Some other points of general interest gleaned from our inscription may also be se down here.  One inscription which is of both sculptural and conographical value in No. 308.  It not only labels the sculptural representations of Sankhanidhi, Sriyadevi and Padmanidhi but also gives the names of the sculptors who cut these images.  It is well known that Sankhanidhi and Padmanidhi are the two treasures of Kubera and the figures depicted here are their personified forms.  The importance of this inscription is enhanced by the fact that it is one of the earliest of this type, belonging as it does to A.D. 778.  The names of the sculptors who executed these beautiful figures are Mukundovaja, Anumanakusala and Budovaja.  On account of these images being labeled, a clear idea of their iconographical features can be obtained.  Likewise, many of the invocatory verses and a few others in inscriptions give iconographical details with regard to the particular deities invoked in them.  I may also notice here an inscription (no. 191) which mentions an architect who claims to have constructed one thousand (i.e. innumerable) temples.  His name was Ketoja.

The high state of development which music had reached in the 11th century A.D. can be gathered from an inscription (No. 86) of the Chalukya king Vikramaditya VI.  We learn from this record that Mokari Brmayya, who was the protégé of Yuvaraja Yayasimha, was a musician of a very high order.  A number of epithets describing his proficiency in music (both vocal and instrumental) and dancing are applied to hi.  Of particular interest among them in Battisa-raga-bahu-kala-Brahma (i.e., a very Brahma of many arts skilled in thirty-two ragas).  To know the full significance of this biruda. I wrote to Prof.  Sambamurti of Madras, the noted authority on music requesting him to help me in elucidating it.  He very kindly replied to me and I reproduce with gratitude extracts from his letter in this connection.

“I am very thankful to you for having drawn my attention to this inscription.  The epithet Battisa-raga etc., meaning skilled in 32 ragas has a special significance.  It refers to the skill in the 32 Mela Kartha ragas based on the 12 swarasthanas of the Sthayi and which are free from vivadi dosha.  You know there are 72 mela karthas but 40 of them which take one or other of the following notes, viz., Suddha Gandhara, Shatasruti Rishabha, Suddha Nishada, and Shastsruti Dhaivatha suffer from vivadi dosha.  32 of the 72 are free from vivadi dosha and these 32 melas were known from early times.  The only vivadi melas known in ancient Indian Music are Varali and Nata the 39th and 36th in the list of 72.  The biruda…simply means that he was skilled in the 32 non-vivadi mela kartha ragas.  This is an inscription of historical importance”.  Another musician of note, Birudaradeva by name, who also flourished in the time of Vikramaditya VI is referred to in an inscription of A.D. 1116 (No. 113).  He was an expert in singing in the different pitches – tara, mandra and Madhya.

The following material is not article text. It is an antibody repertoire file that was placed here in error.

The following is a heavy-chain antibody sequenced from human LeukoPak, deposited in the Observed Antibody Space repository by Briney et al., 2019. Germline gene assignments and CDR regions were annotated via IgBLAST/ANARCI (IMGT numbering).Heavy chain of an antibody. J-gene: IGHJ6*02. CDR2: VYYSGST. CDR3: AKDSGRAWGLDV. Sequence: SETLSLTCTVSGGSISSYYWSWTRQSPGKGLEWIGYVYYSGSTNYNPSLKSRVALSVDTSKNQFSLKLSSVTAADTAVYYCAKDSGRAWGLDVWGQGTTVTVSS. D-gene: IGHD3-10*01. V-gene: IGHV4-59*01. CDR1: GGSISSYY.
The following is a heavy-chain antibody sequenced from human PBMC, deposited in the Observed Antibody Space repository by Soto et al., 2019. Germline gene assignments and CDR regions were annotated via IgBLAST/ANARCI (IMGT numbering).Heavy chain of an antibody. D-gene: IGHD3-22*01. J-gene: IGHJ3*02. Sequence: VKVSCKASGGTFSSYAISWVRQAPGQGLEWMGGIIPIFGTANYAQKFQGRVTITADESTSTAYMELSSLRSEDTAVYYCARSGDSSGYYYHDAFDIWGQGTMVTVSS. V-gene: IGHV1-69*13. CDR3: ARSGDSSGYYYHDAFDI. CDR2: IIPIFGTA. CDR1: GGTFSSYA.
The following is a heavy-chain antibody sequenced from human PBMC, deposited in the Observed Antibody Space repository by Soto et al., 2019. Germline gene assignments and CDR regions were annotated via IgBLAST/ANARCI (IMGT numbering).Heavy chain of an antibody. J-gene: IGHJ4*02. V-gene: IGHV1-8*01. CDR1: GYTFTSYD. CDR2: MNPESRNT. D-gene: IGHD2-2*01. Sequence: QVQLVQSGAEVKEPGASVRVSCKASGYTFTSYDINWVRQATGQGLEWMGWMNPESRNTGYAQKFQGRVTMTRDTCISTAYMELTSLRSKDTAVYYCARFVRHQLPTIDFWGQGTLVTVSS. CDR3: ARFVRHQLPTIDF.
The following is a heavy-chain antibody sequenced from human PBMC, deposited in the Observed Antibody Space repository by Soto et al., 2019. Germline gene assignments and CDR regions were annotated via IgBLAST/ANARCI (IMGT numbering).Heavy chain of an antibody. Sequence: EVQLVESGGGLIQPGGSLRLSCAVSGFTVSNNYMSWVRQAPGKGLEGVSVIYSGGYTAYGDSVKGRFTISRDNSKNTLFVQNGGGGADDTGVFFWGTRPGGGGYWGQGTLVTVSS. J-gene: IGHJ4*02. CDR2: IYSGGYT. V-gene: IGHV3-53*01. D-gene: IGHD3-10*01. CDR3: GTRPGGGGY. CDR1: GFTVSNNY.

From an inscription of Taila III (No. 160) we get an idea of the important position occupied by the person who was appointed by the king to control the activities connected with the minting of gold coins.  It tells us that Echisetti of Narugunda by virtue of his being regarded as the fittest individual to be placed in charge of the (royal) mind (achchu), was appointed by the king to that high post of trust and responsibility, the king conferred upon him the title of Hemakuppati, Concsequently he came to be known thenceforth as Kuppati-Echisetti.  The word kuppati denotes a portable furnace used by goldsmiths.

Among the various taxes and imposts levied during this period, two are of special significance.  They are Andhra-danda (No. 118) and Tigula-danda (No. 26), Their names would suggest that they were levied in order to make provision for repelling the periodical inroads of the Andhras and the Tigulas (Tamilians)

Of gustatory interest is the mention in a few inscriptions, of mandaka (Kan. Mandage) a highly prized delicacy even today in the Kannada country.  As an instance may be cited an inscription of A.D. 1121 (No. 118), wherein Govinda-Dandahipa, a famous general of Vikramaditya VI, is said to have made a provision for offering this dish as naivedya to the gods Brahma, Vishnu and Mahesvara, at Pauthage.

These are just a few of the outstanding bits of information gathered from these inscription Scholars specializing in different aspects of history and culture are bound to find much valuable material on closer scrutiny of these epigraphs.

[1] The names of villages in brackets are the present forms.

[2] The identification proposed here is based on the fact that in inscriptions of Benkankonda, the village is called Belugali.  This is confirmed by the allusion in an inscription of Antaravalli (Ranebennur Taluk) to a boundary dispute between the village Belugali an Halugere.  This Halugere is Halgeri near Antaravalli.  The village bordering it is Benkankonda.  So it is possible that Belugali is the present Benkankonda.